Aston Martin DB5 Junior Is A Power Wheels For 007's Kid

Aug 27, 2020 3 min read
Aston Martin DB5 Junior Is A Power Wheels For 007's Kid

Just when you thought today's kids are spoiled enough.

Earlier in the year, Aston Martin announced it was creating a limited run of 25 DB5 Continuation cars decked out with James Bond-style gadgets, and now the British sports car maker has teamed up with The Little Car Company to create a little more excitement for kids as well. The Aston Martin DB5 Junior is an officially licensed scale version of the DB5 with a fully functional electric powertrain and seating for two.

Image Credit: Aston Martin

The Aston Martin DB5 Junior is about 10 feet long, which is two-thirds the length (15 feet) of a production DB5, and the body is a perfect 3D scan of an original DB5 to ensure the bodies are highly detailed. Buyers can customize their DB5 Juniors, but these cars come standard painted in Silver Birch paint job with a black leather interior. A set of 10-inch wire wheels finishes off the detailed exterior look, while the interior features working headlights, brake lights, turn signals and horn.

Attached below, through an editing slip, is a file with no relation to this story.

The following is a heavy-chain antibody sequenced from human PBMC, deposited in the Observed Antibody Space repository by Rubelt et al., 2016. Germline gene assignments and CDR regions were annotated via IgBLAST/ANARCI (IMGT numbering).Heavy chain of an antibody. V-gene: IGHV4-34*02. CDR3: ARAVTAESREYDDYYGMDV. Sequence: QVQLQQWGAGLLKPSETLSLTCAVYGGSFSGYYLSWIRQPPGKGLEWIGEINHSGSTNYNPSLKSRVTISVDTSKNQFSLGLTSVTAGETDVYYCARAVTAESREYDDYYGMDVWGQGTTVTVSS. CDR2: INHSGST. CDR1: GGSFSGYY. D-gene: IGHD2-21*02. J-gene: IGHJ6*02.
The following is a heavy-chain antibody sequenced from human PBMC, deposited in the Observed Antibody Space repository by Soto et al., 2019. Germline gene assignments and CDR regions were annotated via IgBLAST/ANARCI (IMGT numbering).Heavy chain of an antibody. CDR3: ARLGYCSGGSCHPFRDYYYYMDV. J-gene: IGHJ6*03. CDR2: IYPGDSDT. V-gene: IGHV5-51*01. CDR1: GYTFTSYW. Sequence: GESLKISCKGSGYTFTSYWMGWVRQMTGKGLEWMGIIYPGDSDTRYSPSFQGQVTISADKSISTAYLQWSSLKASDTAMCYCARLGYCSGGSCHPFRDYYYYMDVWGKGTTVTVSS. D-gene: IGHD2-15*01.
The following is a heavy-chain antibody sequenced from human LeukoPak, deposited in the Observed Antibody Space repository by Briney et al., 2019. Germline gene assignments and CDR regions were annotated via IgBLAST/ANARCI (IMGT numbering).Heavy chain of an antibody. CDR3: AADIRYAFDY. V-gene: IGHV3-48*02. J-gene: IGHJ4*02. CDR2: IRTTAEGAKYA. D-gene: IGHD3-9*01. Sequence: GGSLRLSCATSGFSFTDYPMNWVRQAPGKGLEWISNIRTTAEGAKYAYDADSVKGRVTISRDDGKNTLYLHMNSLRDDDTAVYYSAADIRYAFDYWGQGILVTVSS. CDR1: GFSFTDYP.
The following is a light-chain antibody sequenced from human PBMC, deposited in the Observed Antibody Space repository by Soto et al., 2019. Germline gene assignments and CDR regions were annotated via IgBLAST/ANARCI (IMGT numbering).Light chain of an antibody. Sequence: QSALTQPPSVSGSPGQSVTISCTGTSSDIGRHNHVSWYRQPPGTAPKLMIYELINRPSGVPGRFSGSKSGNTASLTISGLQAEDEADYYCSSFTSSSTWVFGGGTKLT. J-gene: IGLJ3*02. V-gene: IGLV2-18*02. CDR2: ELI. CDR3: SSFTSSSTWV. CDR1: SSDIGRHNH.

Just like a typical Power Wheels, the Aston Martin DB5 Junior is an electric vehicle using a single electric motor to power the rear tires. The DB5 Junior is powered by a 6.7-horsepower motor offering a driving range of up to 20 miles and a top speed of 30 mph, but buyers can also select the DB5 Vantage Junior that adds a carbon fiber body, a limited-slip differential and a second battery pack doubling power output and driving range. These electric cars even have a double wishbone suspension and four-wheel disc brakes, and there's even a Novice driving mode (one of three selectable driving modes) that limits power to just 1.3 hp and caps the top speed to 12 mph.

As you might imagine, a scale version of a DB5 isn't cheap. The DB5 Junior starts around $46,000, while the lighter and more powerful DB5 Vantage Junior starts closer to $60,000. When production kicks off next year, only 1,059 unit will be built (to match the number of production DB5s made), and each will be recorded in a special registry.

Source: Aston Martin, The Little Car Company

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